Achilles Tendinitis: What it is and Tips to Kick it to the Curb
If you are suffering from heel pain, you are not alone. Unfortunately, heel pain is an extremely common issue. Luckily, we know all about heel pain causes and treatments so if you’re currently experiencing heel pain, please read on.
What are the causes of heel pain?
Heel pain can be caused by many different conditions including plantar fasciitis, Achilles tendinitis, Sever’s disease, bursitis, heel spurs, and calcaneal fractures. Of these, Achilles tendinitis is the second most common cause of adult heel pain, right behind plantar fasciitis.
What is Achilles tendinitis?
You may have heard of the warrior Achilles, one of the great heroes of Greek mythology. However, when we’re talking about Achilles, we’re usually referring to the Achilles tendon, a strong fibrous cord that connects the muscles in the back of your calf to your heel bone. Of the tendons in your musculoskeletal system, your Achilles Tendons are the biggest and strongest. While most tendons have fibers that line up like a broom, these are wrapped around like a heavy-duty cable.
Achilles tendinitis is basically an injury to your Achilles tendon typically caused by overuse. With Achilles tendinitis, the Achilles tendon becomes swollen and painful. There are two distinct types of this common sports injury: Non-insertional Achilles tendinitis and Insertional Achilles tendinitis.
- Non-insertional Achilles tendinitis. This type presents pain in the tendon and usually affects younger, more active patients. With this type, someone may feel sore or stiff in the morning and get worse throughout the day.
- Insertional Achilles tendinitis. This type presents pain at the back of the heel bone and can affect just about anyone. Morning stiffness and increased soreness are also experienced throughout the day, however, patients are more likely to have tight calf muscles and may develop a bone spur where the Achilles tendon inserts into the bone.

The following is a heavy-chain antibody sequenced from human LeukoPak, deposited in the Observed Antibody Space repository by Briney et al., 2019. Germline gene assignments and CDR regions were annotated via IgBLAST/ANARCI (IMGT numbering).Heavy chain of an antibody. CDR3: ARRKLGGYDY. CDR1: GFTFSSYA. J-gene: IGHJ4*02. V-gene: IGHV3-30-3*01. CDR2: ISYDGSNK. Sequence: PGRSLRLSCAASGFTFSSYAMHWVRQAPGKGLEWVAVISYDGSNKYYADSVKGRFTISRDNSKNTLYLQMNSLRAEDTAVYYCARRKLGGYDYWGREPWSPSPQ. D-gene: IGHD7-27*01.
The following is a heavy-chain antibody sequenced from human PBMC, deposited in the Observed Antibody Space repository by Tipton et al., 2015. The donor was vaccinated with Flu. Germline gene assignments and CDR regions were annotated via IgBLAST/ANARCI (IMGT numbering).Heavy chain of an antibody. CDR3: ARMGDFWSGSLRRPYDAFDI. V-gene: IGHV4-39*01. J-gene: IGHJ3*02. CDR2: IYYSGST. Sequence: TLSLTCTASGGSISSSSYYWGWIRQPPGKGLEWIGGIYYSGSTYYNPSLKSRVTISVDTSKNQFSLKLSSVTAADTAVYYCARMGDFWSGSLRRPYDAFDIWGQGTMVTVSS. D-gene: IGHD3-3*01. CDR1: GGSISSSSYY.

Thankfully, it is possible to overcome Achilles tendinitis. USA gymnast MyKayla Skinner vaulted her way to a silver medal at the Tokyo Olympics after overcoming Achilles tendinitis. Never leave it left untreated – if you experience pain in your Achilles, please contact us to make an appointment.
Tips for treating Achilles tendinitis at home:
Whether you’re trying to enjoy the final days of summer or getting ready for the back-to-school season, Achilles tendinitis can get in the way. Thankfully this injury is treatable at home if it’s a mild case or caught early. Here are a few self-care tips for treating Achilles tendinitis:
- Relax and elevate! Sit down, relax, and elevate your leg. An overused Achilles is likely inflamed, swollen, and in need of some quality R & R.
- Ice, ice, baby! Ice is great for inflammation so as you rest, take a few minutes here and there for some ice to help the swelling go down.
- Compression. Compression is also a helpful method for reducing pain and swelling. Throw on a compression sleeve; it’s designed to help with swelling and will give your Achilles some support.
If your injury is more severe, you are in constant pain, or you just want to get a professional treatment plan, give us a call. We’ll provide you with a careful diagnosis and custom treatment plan to get you back on your feet.